I enjoy reading about aspects of history that are little known – especially with regard to exploration. Fittingly, I recently started reading a book I got at the library by Gavin Menzies called 1421: The Year The Chinese Discovered America. In it the author discusses the Chinese treasure fleets and how they explored the globe before Columbus crossed the Atlantic, only to have the records of their journeys destroyed by the royal court.
After getting a few chapters in, I realized that the ideas put forth by the author were grand in scope. Wondering why I hadn’t heard of them before, I read some reviews of the book at Amazon, and a common response by people more versed in Chinese history than me was that it’s a great story, but it just isn’t true. Or maybe it could be true, but the author offers little evidence to support his claims.
There are great similarities between this and the world of outdoor survival books. There some great books on practical wilderness survival, but these don’t sell as well as those with grand stories that are either made-up or can’t be confirmed. We all love a good story, and the bolder it is, the better it usually spreads or sells. An example would be Joseph Knowles in his book Alone In The Wilderness, where he supposedly spent two months living in the woods of northern Maine in the early 1900’s. The book made him a star, but it turned out that it just wasn’t true. He had spent most of that time at a well-stocked cabin. But it’s still a great book, and a compelling story (and available online for free).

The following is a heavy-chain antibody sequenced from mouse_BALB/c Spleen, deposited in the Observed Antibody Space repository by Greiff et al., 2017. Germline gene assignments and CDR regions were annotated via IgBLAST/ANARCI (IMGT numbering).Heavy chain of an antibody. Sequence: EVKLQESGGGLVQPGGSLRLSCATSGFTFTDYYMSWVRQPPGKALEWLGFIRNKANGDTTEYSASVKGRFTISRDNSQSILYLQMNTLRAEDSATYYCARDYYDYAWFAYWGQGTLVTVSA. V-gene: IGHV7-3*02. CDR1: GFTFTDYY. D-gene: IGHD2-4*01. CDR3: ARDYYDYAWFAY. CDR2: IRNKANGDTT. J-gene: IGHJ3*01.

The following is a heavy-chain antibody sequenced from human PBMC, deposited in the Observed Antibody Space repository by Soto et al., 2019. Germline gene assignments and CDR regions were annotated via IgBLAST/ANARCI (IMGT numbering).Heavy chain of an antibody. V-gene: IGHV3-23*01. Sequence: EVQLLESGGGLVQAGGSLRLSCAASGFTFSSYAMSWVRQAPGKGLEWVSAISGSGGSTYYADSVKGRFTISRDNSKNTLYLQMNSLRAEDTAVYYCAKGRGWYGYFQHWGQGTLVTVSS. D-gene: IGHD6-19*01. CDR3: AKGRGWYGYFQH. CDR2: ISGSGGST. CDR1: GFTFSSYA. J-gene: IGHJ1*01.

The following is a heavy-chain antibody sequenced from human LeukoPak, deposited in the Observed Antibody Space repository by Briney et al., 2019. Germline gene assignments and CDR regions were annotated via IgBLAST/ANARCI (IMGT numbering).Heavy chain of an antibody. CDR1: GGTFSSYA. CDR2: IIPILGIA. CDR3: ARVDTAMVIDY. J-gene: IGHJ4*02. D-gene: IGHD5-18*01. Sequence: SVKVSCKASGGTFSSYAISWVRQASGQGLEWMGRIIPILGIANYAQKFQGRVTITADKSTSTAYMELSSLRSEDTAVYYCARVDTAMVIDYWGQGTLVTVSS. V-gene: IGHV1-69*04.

There are several modern books on survival that mix mystical and spiritual elements into stories about living in the woods that are very popular, providing their authors with disciple-like followings. But as loyal as these fans are, it doesn’t change the fact that it simply isn’t true, or at least can’t be proven.
The point of this post is that while we all love a good story, don’t accept the imagination of an author as fact without evidence.